Something I've been thinking about recently is how ridiculous it is that Modern Orthodoxy implicitly grants hegemony to the Haredim. That is: if we assume that the Haredim authentically represent prewar Eastern European Ashkenazi Judaism (a doubtful assumption which Professor Menachem Friedman explicitly says is false, but let us for a moment assume the assumption is true), and if we establish Eastern European Ashkenazi Judaism as our baseline default model for Orthodoxy, then the transitive property of mathematics naturally results in Haredi Judaism being our standard for Orthodoxy.
Thus, if we formally grant hegemony to Brisk/Volozhin and the like, then of course the average Modern Orthodox youth will don a black hat. For what does he see? He sees foremost recognition being given to Eastern Europe, and yet he sees the Modern Orthodox adapt and modify this Eastern European Judaism to modernity (despite that Judaism's rejection of Mendelssohn and Torah im Derekh Eretz, even if that rejection is at times a polite and respectful and deferential oqimta - hora'at sha'ah). By contrast, he sees Haredim (claim to be) keep(ing) this Eastern European Judaism unadulterated and unmodified. Think about those Conservative youth who attend Camp Ramah, learn true Conservative theology, and so become Modern Orthodox; likewise, those Modern Orthodox youth who take Modern Orthodoxy's claims to their logical conclusions will of course become Haredi.
Obviously, some Modern Orthodox youth are more discerning, and are able to engage in historical contextualization, and can separate the wheat from the chaff. But most are not so capable, and so they must either be kept so profoundly and terrifically ignorant that they don't even realize Modern Orthodoxy's apparent internal contradictions, blithely going about their lives in astounding Jewish ignorance, or they become Haredi. That is to say, there are three options, depending on the learnedness of the given MO youth: the most profoundly and abysmally ignorant will remain MO (or become Reform) because he is so ignorant that he cannot even discern the superficial contradictions of MO; the most learned will remain MO because he can see past the superficial contradictions by engaging in historical contextualization and borer; the middle MO youth, the average, is learned enough to perceive the apparent superficial contradictions (unlike the ignorant MO), but not learned enough to overcome them (unlike the learned MO).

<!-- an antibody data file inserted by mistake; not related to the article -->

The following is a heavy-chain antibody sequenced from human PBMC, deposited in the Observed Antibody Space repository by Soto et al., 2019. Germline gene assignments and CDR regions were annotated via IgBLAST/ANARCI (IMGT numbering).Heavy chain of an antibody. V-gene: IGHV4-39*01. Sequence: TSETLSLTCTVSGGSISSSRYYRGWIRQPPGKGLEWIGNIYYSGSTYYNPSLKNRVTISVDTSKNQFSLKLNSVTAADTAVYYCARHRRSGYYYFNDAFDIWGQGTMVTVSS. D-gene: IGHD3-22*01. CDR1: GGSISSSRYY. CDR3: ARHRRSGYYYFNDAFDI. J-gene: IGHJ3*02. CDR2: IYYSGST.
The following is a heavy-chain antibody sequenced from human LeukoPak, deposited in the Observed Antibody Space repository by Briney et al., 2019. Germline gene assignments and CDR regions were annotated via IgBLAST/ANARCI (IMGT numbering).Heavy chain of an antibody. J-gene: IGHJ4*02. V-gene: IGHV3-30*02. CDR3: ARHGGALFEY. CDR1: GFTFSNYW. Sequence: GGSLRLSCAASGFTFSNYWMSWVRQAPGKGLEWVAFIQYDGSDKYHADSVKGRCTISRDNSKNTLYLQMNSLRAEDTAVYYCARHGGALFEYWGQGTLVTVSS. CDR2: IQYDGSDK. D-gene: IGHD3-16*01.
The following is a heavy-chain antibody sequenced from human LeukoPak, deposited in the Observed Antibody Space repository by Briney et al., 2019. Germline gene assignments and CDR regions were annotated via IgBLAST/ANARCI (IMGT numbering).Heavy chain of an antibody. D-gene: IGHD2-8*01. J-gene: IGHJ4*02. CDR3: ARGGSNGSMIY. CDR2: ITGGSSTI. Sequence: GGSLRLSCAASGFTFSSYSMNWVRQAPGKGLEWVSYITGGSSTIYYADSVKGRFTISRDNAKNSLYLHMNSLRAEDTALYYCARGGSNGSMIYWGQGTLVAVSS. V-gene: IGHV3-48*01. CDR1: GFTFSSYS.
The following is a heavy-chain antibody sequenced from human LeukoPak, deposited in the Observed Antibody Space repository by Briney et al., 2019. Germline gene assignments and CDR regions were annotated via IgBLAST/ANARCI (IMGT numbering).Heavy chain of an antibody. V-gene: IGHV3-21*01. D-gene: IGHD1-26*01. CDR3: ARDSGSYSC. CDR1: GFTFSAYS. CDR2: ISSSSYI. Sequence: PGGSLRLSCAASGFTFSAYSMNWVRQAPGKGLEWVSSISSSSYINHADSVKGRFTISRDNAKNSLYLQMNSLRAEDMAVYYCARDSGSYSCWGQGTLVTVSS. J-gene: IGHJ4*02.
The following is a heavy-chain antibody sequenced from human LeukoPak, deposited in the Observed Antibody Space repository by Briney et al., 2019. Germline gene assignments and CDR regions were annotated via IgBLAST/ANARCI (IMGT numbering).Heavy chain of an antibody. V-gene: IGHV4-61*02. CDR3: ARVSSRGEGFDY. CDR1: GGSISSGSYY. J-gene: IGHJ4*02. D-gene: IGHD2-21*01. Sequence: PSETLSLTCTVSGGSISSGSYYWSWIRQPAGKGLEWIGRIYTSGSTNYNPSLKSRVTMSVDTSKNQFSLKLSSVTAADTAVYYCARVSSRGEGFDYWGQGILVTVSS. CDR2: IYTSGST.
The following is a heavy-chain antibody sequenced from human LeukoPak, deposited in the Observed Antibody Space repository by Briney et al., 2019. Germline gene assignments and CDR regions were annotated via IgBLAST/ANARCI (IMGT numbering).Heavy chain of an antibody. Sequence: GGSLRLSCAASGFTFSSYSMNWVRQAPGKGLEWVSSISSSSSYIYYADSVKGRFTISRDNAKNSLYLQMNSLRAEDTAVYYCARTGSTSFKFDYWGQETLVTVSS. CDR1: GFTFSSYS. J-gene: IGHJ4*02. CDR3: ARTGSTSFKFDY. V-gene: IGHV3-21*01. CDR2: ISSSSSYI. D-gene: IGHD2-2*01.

I see a two realistic solutions in sight: the first is to more rigorously educate MO youth in history, to teach them, for example, the works and thought of Professors Haym Soloveitchik and Menachem Friedman and Michael Silber, etc., to teach them on purely historical grounds why Haredism is inauthentic. That is, if the average MO youth cannot engage in historical contextualization, then we must catalyze this process and teach them explicitly and rigorously to so contextualize. And of course, there are other works that would be profitable as well. For example, Rabbi Hirsch's essay "Jewish Communal Life", compared to Haredi Daas Torah, reads like it was written by John Locke.